Doctors at Cambridge University's Medical Research Council's cognition and brain siences unit made startling doscovery when they managed to communicate with a man who was in a coma for seven years, The Guardian reported.
The doctors devised a technique to enable the 29-year old comatose patient to answer simple questions as a yes or no, through the use of a hi-tech scanner, monitoring his brain activity.
To answer yes, he was told to think of playing tennis, a motor activity. To answer no, he was told to think of wandering from room to room in his home, visualising everything he would expect to see there, creating activity in the part of the brain that controls spatial awareness.
The patient amazed the doctors by answeringa a series of questions about his family correctly. While this breakthrough is a cause for celebration it is also bound to reignite the debate on euthanising patients in such vegetative states.
Dr Adrian Owen, assistant director of the program said, "We were astonished when we saw the results of the scans and that he was able to correctly answer the questions that were asked by simply changing his thoughts. For the first time in five years it provided the patient with a way of communicating his thoughts to the outside world."
The study tracked 23 patients classified as in a vegetative state and found that four were able to generate thoughts of tennis or their homes and create mind patterns that could be read by an fMRI (functional magnetic resonance imaging) scanner although only one was asked specific questions.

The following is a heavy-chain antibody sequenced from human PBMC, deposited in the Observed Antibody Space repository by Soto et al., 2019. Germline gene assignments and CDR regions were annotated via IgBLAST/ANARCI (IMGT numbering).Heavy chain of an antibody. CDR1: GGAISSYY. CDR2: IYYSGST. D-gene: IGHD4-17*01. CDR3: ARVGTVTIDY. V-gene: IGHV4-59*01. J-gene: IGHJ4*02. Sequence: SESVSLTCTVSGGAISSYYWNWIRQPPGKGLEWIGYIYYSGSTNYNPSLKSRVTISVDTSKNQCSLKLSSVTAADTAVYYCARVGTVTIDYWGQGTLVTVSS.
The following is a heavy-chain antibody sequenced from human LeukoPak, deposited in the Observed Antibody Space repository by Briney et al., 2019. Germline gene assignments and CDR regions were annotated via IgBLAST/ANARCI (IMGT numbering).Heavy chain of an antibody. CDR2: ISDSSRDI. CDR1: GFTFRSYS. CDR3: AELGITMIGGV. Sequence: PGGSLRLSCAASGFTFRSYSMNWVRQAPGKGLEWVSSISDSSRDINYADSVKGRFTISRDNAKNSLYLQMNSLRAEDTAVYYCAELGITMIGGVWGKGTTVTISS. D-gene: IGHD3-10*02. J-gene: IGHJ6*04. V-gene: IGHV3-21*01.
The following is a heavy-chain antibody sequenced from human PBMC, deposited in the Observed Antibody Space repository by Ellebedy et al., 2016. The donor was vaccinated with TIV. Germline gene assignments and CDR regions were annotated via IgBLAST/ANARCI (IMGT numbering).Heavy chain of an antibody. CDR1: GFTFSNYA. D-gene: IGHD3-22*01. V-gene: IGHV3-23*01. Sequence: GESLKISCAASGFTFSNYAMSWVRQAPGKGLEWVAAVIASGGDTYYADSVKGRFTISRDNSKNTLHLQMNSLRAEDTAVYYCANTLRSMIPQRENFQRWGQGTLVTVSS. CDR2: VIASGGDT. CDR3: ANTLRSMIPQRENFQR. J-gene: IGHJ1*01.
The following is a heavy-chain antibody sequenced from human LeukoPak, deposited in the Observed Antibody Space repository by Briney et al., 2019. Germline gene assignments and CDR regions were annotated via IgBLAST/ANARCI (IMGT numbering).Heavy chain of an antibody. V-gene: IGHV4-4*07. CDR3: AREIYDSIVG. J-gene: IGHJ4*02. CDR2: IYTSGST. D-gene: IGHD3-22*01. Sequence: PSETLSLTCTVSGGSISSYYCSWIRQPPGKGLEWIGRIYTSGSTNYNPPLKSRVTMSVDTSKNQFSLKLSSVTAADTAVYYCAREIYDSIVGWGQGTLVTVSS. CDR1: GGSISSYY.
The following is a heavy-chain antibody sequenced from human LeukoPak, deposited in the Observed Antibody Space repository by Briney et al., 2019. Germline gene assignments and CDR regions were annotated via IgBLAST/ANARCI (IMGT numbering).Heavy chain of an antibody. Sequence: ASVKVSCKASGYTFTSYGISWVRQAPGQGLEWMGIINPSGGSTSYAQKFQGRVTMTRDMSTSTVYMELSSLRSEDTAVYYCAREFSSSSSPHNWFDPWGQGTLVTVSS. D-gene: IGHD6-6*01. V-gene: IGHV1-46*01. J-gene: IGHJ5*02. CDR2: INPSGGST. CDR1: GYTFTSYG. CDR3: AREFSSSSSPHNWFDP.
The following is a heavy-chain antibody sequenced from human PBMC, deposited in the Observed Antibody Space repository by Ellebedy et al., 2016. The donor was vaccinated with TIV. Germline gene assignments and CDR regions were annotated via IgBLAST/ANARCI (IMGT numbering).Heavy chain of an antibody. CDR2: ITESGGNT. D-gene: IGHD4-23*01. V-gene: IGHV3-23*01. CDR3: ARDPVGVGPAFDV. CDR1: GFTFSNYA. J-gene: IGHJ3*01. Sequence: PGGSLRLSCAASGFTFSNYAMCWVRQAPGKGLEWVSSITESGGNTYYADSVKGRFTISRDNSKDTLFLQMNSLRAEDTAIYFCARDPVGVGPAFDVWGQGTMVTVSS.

Owen said that 40% of cases people ina vegetativestate were later found to be able to communicate in some way.
He said he believed that the patients who responded in the study were probably "perfectly consciously aware", although he knew others would disagree."To be able to do what we have asked, you have to be able to understand instructions and have to have a functioning memory to remember what tennis is and you have to have your attention intact. I can't think of what cognitive functions they haven't got and still be able to do this," he said.
"These findings have implications in the context of any clinical encounter where we currently rely on behavioural assessment alone to identify consciousness," said Dr Nicholas D Schiff, associate professor of neurology and neuroscience at Weill Cornell medical college, New York.
Schiff said that the next question was to figure out what mechanism accounted for the dissociation of behaviour and integrative brain functions.